Throughout his diverse and highly influential career, Hilary Putnam was famous for changing his mind. As a pragmatist he treated philosophical “positions” as experiments in deliberate living. His aim was not to fix on one position but to attempt to do justice to the depth and complexity of reality. In this new collection, he and Ruth Anna Putnam argue that key elements of the classical pragmatism of William James and John Dewey provide a framework for the most progressive and forward-looking forms of philosophy in contemporary thought. The Putnams present a compelling defense of the radical originality of the philosophical ideas of James and Dewey and their usefulness in confronting the urgent social, political, and moral problems of the twenty-first century.
Pragmatism as a Way of Life brings together almost all of the Putnams’ pragmatist writings—essays they wrote as individuals and as coauthors. The pragmatism they endorse, though respectful of the sciences, is an open experience-based philosophy of our everyday lives that trenchantly criticizes the fact/value dualism running through contemporary culture. Hilary Putnam argues that all facts are dependent on cognitive values, while Ruth Anna Putnam turns the problem around, illuminating the factual basis of moral principles. Together, they offer a shared vision which, in Hilary’s words, “could serve as a manifesto for what the two of us would like philosophy to look like in the twenty-first century and beyond.”
Pragmatism as a Way of Life is, among other things, an argument for the value of philosophy. As the Putnams see it, pragmatism means thinking about the world ‘in ways that are relevant to the real problems of real human beings.’ It’s an approach to philosophy that manages to be humble and hopeful while, for the most part, keeping its feet firmly on the ground…The language of the Putnams tends to be blessedly lucid and conversational, even when dealing with fairly knotty quandaries. The book isn’t hammock reading, or Metaphysics for Morons, but it is a reminder of why philosophy might be useful to people who don’t park in the faculty-only lot.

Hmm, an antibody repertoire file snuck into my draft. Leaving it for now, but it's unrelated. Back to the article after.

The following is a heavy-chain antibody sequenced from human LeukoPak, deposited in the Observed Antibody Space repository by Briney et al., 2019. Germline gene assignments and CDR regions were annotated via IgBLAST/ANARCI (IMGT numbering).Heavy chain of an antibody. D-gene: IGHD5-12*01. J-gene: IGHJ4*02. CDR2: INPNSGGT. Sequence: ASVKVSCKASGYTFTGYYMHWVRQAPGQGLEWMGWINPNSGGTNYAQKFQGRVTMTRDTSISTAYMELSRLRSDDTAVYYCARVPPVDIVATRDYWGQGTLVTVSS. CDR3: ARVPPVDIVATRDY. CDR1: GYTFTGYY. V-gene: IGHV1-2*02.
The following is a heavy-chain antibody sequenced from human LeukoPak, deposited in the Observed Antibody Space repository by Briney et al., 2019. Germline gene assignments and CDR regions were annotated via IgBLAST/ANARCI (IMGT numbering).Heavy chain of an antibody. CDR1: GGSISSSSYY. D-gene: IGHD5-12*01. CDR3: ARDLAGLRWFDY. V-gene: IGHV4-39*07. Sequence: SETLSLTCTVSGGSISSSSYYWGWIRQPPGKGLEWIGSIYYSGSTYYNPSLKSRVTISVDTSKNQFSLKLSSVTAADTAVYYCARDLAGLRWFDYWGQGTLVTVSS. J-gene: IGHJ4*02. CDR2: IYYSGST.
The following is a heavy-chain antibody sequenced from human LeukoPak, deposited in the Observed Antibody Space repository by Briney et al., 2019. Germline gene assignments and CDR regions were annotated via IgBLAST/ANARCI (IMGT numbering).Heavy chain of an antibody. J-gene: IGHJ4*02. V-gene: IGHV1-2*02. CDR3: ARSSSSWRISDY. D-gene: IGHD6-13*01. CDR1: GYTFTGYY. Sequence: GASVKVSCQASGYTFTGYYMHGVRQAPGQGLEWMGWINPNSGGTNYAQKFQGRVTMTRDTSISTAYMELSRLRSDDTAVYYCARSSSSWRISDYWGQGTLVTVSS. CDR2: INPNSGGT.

Clarifies our understanding of the development of Hilary’s thought in the late twentieth century, and, as Hilary put it, his ‘conversion’ to pragmatism under Ruth Anna’s influence…Philosophical marriages are rare enough; this one affected the development of philosophy in America…Macarthur has produced the best record of Hilary and Ruth Anna’s collaboration. American philosophy was indeed changed at the Putnams’ breakfast table.
- 496 pages
- 6-1/8 x 9-1/4 inches
- Belknap Press
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